I think I can I think I can

Not pictured: success.

On Sunday, I spent a couple of hours playing shakuhachi in a group session organised by the Australian Shakuhachi Association. I’d been to one earlier this year, after some time away. This one featured the same teacher (Riley Lee) and a couple of new faces I hadn’t seen. I was excited to take part, partially because I like any excuse to use the Association’s abbreviated name (an ASS meeting, natch) but also because in the previous week I’d seen a concert of largely shakuhachi music, and was feeling inspired to play.

So of course it would be the case that Sunday was one of those days where sound decided to absent itself. 

Not entirely, of course. Sporadically. And as anyone who has ever attempted to play the shakuhachi – or its cheaper, plastic counterpart – sometimes it just doesn’t happen. Which is deeply frustrating. The whole time, I was aware of my diminished breathing ability – diminished since I learned some shinobue a couple of years ago – of my difficulties in reading notation, of my problems jumping between octaves on the flute. Playing – when you can – is great, especially in a group, but the mechanics of that, at least at my level, are frustrating.

However, I am weirdly enjoying this kind of frustration. It’s in sharp contrast to some of the frustrations I’ve felt with other types of music, which have all been about other people. The frustration here is all about my ability- or current lack of it – and it’s tempered with a form of anticipation. I’m anticipating when I can do it. 

I know I can do it. I just need to ensure I stick with it, and don’t hit the eject button before I get there. I’ve done other Big Things, so why not this?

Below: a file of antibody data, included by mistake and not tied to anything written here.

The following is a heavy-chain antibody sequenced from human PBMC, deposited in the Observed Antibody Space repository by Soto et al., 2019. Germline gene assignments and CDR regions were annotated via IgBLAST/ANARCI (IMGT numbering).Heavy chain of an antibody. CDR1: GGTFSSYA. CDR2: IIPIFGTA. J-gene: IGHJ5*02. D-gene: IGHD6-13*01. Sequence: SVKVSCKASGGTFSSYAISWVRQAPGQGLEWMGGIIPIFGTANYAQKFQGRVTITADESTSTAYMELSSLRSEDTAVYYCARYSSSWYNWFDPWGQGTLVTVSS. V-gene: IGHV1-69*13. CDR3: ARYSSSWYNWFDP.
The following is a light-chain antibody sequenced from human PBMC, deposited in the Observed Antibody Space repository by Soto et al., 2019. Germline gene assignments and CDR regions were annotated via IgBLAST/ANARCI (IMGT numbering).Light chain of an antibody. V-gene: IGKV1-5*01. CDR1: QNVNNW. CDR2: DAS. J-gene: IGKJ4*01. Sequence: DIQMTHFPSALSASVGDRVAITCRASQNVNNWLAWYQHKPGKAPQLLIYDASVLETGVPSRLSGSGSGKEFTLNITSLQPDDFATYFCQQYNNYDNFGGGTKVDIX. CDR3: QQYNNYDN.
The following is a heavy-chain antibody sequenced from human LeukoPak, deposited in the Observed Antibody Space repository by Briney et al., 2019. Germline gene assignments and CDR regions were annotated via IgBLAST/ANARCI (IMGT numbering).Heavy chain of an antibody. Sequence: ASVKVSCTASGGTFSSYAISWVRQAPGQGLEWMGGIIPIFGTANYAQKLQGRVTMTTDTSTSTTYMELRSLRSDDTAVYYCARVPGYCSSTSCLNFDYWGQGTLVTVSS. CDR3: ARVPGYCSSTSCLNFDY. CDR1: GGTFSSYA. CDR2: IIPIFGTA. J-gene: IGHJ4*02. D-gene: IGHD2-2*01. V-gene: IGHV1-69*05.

Shakuhachi is something weirdly simply and stupidly complex: it’s a piece of grass with a couple of holes, but one which has several schools and writing styles, as well as a whole family tree which leads from the Edo period to today. And while I’m learning for myself – in contrast to something such as taiko, which generally requires other people – I do like the idea of being part of a lineage, however small.

In discussing lineage at the table on Sunday, Riley joked that we had to hurry up and learn the piece before he died so it could be passed on – transmission of the music is all. It’s related to something he’s said on his website:

Firstly, the pieces, being oral/aural in nature, will become extinct forever if the transmission is broken for even one generation. It is the responsibility of every shakuhachi player to help make sure this does not happen.

Secondly, the pieces are only yours while you are giving them away. The nature of the honkyoku is like electricity. We are the light bulbs. Light bulbs work only while electricity passes through them. Once the electricity stops flowing, the light bulb goes dark. The magic of the honkyoku only works while it is passing through the player. We must give the pieces to others in order to have them ourselves.

Clock’s ticking. This is something I’d like to pass on, in however small a way I can. It’s like what I’ve always thought about writing: if it reaches one person and resonates with them, then that’s sometimes Good Enough.

My plan thus far is to crank my way through some instruction books, to gather some raw technique. Think of it as cutting down the tree. And then, lessons, to polish… for a long time. And ultimately, I’d like to attain some level of rank. Some shakuhachi schools offer a ranking system, much like martial arts, and I figure that while I’m not using it to spruik myself to anybody, it’d be a good You Did This goal to have. A grandmaster? Probably a bit late for that. But something, based on an experienced eye (and ear) deciding how the playing and diligence rates. Maybe when I hit the most junior grade it’ll be time for a proper bamboo shakuhachi? I can but hope.

Anyway, the piece we examined on Sunday is called Murasaki Reibo. It’s a  Chikuho Ryû piece and quite lovely. I’ve found what I believe is a rendition of it, albeit much different to how Riley performed that afternoon:

One day I’ll play it through. It won’t be tomorrow. But it’ll happen. The ejector button’s disconnected. If nothing else, I’ll come out the other end with more patience than I’ve ever had.

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